We were met by Joye, the amazing woman who now devotes her life and home and land to the cause of saving abused and abandoned animals. The building is set up so that the pups can enter and exit at will, running free in their enclosed, huge yard. There is a dog house for new kids to get acclimated and a cat house which we did not visit because we already have two of those. The dog I had initially been drawn to was pending adoption and the other was off running in the huge yard. Joye said he seldom came inside, I knew he would not be happy in the city. But we have some new dogs, she said and off we went to the dog house.

There we saw 3 dogs that grabbed our hearts. A white, wiry haired terrier mix with a joyful attitude, a dachshund/terrier mix that was adorable and affectionate and a Yorkie that scooted out of his cage when the door was opened and went off to round up the other guys for a romp. All were perfect, but Russell picked up he Yorkie and he snuggled right into Russell's neck and went limp with love. Uh oh, I thought.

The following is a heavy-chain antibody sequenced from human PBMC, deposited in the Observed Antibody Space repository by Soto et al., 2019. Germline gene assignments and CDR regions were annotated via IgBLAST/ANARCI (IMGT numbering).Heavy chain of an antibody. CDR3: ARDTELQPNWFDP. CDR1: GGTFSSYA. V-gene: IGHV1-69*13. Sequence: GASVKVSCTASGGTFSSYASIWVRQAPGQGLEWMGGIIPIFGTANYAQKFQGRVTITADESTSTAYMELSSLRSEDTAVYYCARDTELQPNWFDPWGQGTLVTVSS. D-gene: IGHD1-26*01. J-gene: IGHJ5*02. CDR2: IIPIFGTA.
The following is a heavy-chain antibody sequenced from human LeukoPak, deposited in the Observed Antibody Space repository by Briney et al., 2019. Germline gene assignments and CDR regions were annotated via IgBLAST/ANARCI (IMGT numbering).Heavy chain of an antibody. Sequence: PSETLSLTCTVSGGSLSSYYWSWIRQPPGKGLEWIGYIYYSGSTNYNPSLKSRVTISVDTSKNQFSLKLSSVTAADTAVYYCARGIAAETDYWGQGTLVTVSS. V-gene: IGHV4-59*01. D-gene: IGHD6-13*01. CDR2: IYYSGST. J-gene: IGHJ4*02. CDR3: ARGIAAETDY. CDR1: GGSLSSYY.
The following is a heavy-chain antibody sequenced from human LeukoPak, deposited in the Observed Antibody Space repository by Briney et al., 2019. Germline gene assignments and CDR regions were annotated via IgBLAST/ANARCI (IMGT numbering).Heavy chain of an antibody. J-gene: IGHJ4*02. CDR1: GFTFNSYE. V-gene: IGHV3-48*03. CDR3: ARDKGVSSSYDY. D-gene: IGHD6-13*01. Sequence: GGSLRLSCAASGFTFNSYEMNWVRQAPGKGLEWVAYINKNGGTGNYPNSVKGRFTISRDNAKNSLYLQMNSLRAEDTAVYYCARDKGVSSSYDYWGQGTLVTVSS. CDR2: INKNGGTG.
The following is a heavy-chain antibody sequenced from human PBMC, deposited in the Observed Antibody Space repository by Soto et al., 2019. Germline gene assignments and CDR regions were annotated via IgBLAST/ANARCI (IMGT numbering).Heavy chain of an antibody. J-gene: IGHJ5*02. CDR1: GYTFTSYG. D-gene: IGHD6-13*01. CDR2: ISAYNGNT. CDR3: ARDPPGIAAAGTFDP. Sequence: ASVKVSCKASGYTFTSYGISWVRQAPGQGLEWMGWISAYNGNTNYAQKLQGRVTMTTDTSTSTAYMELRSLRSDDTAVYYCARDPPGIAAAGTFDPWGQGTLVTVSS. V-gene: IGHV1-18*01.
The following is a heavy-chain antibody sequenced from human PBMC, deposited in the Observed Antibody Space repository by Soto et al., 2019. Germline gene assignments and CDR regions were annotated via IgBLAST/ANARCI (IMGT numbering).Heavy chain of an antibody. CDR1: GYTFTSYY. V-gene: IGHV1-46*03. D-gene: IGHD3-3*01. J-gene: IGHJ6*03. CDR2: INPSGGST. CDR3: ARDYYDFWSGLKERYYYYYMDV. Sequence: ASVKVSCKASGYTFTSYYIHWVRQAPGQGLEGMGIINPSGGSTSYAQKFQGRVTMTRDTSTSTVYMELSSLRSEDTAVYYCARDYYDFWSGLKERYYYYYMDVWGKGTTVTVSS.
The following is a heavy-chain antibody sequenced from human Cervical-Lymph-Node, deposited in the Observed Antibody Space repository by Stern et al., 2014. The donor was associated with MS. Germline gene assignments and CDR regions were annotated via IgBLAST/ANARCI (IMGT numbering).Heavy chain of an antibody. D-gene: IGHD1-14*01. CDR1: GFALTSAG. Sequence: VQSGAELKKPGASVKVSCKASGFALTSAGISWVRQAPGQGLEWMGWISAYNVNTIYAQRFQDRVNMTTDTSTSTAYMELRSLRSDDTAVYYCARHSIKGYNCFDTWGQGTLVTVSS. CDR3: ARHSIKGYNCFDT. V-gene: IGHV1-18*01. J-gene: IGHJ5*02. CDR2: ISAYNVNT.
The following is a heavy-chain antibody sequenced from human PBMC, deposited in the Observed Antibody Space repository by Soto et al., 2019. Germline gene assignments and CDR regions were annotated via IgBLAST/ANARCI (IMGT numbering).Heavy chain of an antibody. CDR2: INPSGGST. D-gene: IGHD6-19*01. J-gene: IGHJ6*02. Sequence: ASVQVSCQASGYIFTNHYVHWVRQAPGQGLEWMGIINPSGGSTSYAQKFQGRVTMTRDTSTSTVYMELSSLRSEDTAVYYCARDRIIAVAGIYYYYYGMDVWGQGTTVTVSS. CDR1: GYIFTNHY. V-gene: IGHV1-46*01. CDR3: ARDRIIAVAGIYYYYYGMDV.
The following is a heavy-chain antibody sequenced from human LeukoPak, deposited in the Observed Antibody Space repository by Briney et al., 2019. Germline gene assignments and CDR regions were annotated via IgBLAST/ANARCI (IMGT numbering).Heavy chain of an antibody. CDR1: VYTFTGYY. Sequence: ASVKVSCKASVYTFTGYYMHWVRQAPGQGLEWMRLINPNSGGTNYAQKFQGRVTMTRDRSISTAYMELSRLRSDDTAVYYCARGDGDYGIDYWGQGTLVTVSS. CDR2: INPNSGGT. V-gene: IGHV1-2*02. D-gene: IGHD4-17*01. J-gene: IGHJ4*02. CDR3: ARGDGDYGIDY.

I love Yorkies. They are incredibly cute and funny. But I picture Legally Blonde with the little dog in designer duds. Or Paris Hilton toting one in a Gucci bag. This is not me, folks. I am a Golden Retriever kind of woman, looking for a dog just a bit smaller than that. A dog I can walk, that would nap on my lap. This dog weighed less than a can of Folgers. OK, I said, give him to me. And he snuggled into my neck and sighed. I tried looking at the other dogs, but "Casey Dean" had our hearts back in his cage at the dog house. We'll sleep on it, I told her. OK, Joye agreed, but I'll just hold him for one day.